Refrigerator and freezer thermometers
Proper food storage not only keeps your food fresh and ad optimum conditions, it also prevents waste. Refrigerators usually have a dial of 1-7 or some setting that doesn’t include temperature. That’s because you’re supposed to set it warmer or cooler vs. what you’re your thermometer indicates.
Measuring cups, measuring spoons, and at least one glass liquid measuring cup (ideally 4 cup size) are all a must. Using a scale (preferably digital) is something you can put off if you’re short on funds, but it’s highly recommended because it makes scaling down recipes and portioning items easier and more precise.
8 quart pot (stainless steel instead of non-stick)
A regular old stainless steel pot is great for boiling water for pasta and making soup.
One non-stick for eggs or pancakes, and one stainless steel skillet for anything else. If you only want to buy one—use stainless steel. Non-stick surfaces don’t last as long. For the non-stick, a 10-inch is a good size if you’re only buying one. For stainless steel-a 10 or 12 inch gives you a good amount of space so you won’t end up crowding the pan. When cooking mushrooms or meat, it’s important not to crowd the pan.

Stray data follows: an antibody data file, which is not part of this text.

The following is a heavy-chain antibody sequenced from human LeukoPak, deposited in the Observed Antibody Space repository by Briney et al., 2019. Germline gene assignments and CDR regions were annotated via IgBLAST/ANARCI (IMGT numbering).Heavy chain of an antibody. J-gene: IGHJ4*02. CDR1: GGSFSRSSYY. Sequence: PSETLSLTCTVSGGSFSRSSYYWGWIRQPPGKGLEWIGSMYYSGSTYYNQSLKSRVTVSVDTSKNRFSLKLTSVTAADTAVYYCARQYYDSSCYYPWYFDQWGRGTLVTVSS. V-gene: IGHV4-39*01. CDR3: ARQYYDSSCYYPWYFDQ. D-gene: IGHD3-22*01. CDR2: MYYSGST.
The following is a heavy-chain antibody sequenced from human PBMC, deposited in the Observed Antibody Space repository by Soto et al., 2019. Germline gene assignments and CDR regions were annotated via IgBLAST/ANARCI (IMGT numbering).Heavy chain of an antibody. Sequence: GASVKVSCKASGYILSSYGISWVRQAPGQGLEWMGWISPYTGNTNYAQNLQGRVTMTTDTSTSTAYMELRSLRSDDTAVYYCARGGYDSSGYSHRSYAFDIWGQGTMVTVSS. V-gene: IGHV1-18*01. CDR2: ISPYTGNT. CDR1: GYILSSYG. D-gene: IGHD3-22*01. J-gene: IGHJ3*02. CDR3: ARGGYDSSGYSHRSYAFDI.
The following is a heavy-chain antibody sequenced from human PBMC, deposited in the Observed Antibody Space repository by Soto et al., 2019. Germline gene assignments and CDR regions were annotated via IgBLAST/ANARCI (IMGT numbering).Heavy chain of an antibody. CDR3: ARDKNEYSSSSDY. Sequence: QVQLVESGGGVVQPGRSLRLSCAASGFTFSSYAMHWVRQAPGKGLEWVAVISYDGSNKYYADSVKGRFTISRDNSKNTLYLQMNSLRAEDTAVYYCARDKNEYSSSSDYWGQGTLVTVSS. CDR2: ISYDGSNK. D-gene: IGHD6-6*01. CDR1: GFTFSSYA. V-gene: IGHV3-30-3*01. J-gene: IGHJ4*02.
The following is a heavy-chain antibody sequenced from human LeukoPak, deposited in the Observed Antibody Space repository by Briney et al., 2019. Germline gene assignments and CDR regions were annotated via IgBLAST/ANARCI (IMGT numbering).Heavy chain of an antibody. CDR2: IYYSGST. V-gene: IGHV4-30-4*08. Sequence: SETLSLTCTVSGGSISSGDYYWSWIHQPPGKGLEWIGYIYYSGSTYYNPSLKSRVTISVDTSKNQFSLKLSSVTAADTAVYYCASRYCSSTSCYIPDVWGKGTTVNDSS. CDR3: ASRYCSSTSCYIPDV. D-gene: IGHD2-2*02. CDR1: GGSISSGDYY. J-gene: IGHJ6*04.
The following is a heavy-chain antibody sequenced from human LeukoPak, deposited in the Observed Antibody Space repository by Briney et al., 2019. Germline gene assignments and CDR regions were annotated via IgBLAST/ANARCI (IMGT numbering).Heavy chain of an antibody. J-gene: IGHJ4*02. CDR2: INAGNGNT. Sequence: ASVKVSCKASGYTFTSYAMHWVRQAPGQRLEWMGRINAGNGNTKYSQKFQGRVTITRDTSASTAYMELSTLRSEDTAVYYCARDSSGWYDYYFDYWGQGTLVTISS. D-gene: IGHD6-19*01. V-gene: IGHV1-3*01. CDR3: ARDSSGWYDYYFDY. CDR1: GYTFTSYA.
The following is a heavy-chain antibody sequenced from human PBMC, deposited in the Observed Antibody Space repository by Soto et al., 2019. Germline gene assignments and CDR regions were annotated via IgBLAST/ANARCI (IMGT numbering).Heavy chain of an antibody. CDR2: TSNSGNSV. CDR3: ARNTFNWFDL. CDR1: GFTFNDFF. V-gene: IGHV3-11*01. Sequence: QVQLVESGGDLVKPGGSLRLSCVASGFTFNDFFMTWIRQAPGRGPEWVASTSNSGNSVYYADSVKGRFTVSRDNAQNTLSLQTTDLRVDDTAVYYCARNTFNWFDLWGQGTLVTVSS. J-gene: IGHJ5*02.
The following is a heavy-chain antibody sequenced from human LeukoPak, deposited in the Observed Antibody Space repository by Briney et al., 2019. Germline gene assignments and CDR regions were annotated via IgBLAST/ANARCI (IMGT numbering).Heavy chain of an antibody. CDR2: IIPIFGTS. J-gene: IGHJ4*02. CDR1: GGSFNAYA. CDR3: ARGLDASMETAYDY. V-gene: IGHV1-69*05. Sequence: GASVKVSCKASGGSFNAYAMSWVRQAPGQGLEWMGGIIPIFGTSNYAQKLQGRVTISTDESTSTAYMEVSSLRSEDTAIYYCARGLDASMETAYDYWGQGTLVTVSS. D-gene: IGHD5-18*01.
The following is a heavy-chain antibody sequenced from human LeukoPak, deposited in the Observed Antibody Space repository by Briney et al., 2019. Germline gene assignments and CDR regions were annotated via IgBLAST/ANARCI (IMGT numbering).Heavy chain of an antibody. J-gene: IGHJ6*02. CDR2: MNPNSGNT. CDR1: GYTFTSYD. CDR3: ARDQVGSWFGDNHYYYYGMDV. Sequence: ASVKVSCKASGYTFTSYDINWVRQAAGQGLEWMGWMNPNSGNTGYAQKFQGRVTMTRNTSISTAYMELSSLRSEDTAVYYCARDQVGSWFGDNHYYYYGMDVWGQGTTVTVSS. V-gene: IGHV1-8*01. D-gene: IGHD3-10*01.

It’s best to get a colander with small holes (so you don’t lose small items) and adjustable “arms” to straddle the sides of the sink. If you want to make angelhair pasta, you probably don’t want your pasta dangling through the holes of the colander. A good all-purpose mesh colander is very versatile.
Clear plastic or glass storage containers